The Walmart And Salesforce Partnership Has Benefits Far Beyond The Obvious

During a live interview from NRF 2023 in early January, WalmartWMT
U.S. President and CEO John Furner remarked, “Loyalty in retail is the absence of something better.”

Which is exactly why there is a whole lot to love about Walmart’s new partnership with Salesforce.

The partnership, as stated in a recent article from CNBC, is meant to help Walmart sell its proprietary technology to other retailers. The move is designed “to ramp up sales of its (Walmart’s) GoLocal delivery service, which drops off purchases at customers’ doors; and Store Assist, which helps employees more quickly and accurately pick and pack orders for curbside pickup and delivery.”

Is it a move straight out of Amazon’sAMZN


But that isn’t all there is to it, either.

While the move is quite Amazon-like, it is a move that many retailers still shy away from making. TargetTGT
, Walmart’s closest competitor, for example, showed some signs of taking a similar approach when it acquired Shipt back in 2017, but it has not embarked on anything in a similar vein ever since.

Macy’s? Same deal.

Macy’s, up to this point, has made nary a mention of selling its technology to other retailers within the apparel industry.

In fact, outside of possibly Kroger, and even that may be stretching it, one would be hard pressed to find another example of any retailer taking as blatant of an approach as Walmart or Amazon in this regard.

Business-wise, Walmart’s move makes sense because it creates an alternative revenue stream for Walmart. Sell more of its tech to others and that profit falls directly to the bottom line.

However, the story only gets better from there – because if you go back to what Furner said above, the move is also a good way for Walmart to “eat what it cooks,” (my quotes) so to speak.

It should come as no surprise then that the first two capabilities Walmart plans to sell to others are its GoLocal fulfillment service and its Store Assist platform. The former leverages Walmart’s scale in logistics to help other businesses handle last-mile deliveries, while the latter helps other retailers prioritize and optimize all the activities surrounding in-store order picking and packing.

Both of which also happen to be two of the biggest problems facing retailers today – one, how to take costs out of e-commerce deliveries, and, two, how to make in-store employees happier and more productive amidst industry-wide staffing shortages and the ever-changing dynamics of their day-to-day jobs.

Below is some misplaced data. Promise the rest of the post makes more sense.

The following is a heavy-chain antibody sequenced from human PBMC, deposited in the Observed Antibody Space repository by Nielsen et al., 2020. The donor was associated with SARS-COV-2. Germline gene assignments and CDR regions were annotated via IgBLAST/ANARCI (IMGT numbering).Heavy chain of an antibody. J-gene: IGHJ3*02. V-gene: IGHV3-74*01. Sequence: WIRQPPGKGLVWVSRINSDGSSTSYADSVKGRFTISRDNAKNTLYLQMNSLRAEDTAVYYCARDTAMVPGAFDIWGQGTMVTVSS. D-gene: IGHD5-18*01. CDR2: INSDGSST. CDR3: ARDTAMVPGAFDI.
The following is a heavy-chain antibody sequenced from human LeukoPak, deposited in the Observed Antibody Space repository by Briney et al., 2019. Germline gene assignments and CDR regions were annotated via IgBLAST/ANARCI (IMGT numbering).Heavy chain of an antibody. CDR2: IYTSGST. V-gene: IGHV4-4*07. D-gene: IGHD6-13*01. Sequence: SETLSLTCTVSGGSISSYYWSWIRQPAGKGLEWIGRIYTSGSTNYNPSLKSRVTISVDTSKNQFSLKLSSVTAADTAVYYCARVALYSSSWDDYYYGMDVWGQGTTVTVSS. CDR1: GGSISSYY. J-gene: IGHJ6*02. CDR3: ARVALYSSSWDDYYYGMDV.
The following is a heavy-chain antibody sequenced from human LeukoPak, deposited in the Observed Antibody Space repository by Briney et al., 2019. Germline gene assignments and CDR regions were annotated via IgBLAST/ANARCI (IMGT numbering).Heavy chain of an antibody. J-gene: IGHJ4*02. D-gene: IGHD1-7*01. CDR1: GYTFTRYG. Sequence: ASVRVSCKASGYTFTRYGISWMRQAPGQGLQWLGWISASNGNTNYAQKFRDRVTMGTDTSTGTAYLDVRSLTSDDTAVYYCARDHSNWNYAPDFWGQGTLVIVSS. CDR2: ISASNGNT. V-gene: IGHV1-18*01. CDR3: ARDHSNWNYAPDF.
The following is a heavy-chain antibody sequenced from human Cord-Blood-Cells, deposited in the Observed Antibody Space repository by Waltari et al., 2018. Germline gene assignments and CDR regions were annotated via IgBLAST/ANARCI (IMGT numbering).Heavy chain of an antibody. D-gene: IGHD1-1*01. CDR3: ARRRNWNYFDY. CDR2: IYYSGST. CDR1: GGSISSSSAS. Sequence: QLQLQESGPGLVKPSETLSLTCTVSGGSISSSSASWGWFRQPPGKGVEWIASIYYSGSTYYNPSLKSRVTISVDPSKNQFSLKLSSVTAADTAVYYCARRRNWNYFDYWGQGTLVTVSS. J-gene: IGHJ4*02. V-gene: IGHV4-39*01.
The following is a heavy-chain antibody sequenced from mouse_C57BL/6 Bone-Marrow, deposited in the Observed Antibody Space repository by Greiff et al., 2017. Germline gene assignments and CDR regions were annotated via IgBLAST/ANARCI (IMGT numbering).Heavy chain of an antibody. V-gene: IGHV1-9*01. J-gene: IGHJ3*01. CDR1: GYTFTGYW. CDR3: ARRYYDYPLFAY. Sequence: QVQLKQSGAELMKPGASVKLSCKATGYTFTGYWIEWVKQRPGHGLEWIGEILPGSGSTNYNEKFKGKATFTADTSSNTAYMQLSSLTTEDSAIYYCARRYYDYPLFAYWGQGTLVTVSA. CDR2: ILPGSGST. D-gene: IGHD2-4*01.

Walmart understands these problems in a way no other retailer does for one simple reason.


For technology bred from a retailer to work at scale, it needs to scale both inside that retailer itself but also across other retailers, too. Walmart has proven the first part but has yet to showcase the second part to any great degree.

The beauty of the move, therefore, is that Walmart will learn, by putting its own technology into market, what of its portfolio is really good and what of it is simply the result of Walmart designing and grunting its way through the effort of trying to accommodate its own internal retailing processes.

Or said more bluntly, Walmart will learn which of its own technology systems suck and which of them do not.

While some might find this last sentence pithy, it is anything but. Walmart is in a battle against a juggernaut (i.e. Amazon) that understands how to use technology to improve the underlying infrastructure of how retail is done better than anyone. Amazon, its greatest competitive threat, knows how to design systems that put customers first and keep them coming back for more.

By making its technology available for others to use, Walmart is, in essence, putting in place a stop gap measure to help it understand, in the face of external criticism, where it is most likely meeting its customers’ long-term needs and also where it may be missing the mark. Until now, Walmart has only had its own internal perspective when it comes to assessing its own technological capabilities.

How a retailer uses technology in the design of its overall experience is paramount. Putting great products on shelves at the lowest prices is no longer enough. E-commerce has leveled the playing field and put a premium on how easy and how conveniently a retailer can put goods in the hands of consumers whenever and however they want them.

So when John Furner says, “Loyalty in retail is the absence of something better,” take note because what he is really saying is that people are only as faithful as their options, and the Walmart/Salesforce partnership may in fact be just what the doctor ordered when it comes to keeping the spark in the bedroom alive between Walmart and its customers for the long-term.

For that, and that reason alone, the move is brilliant.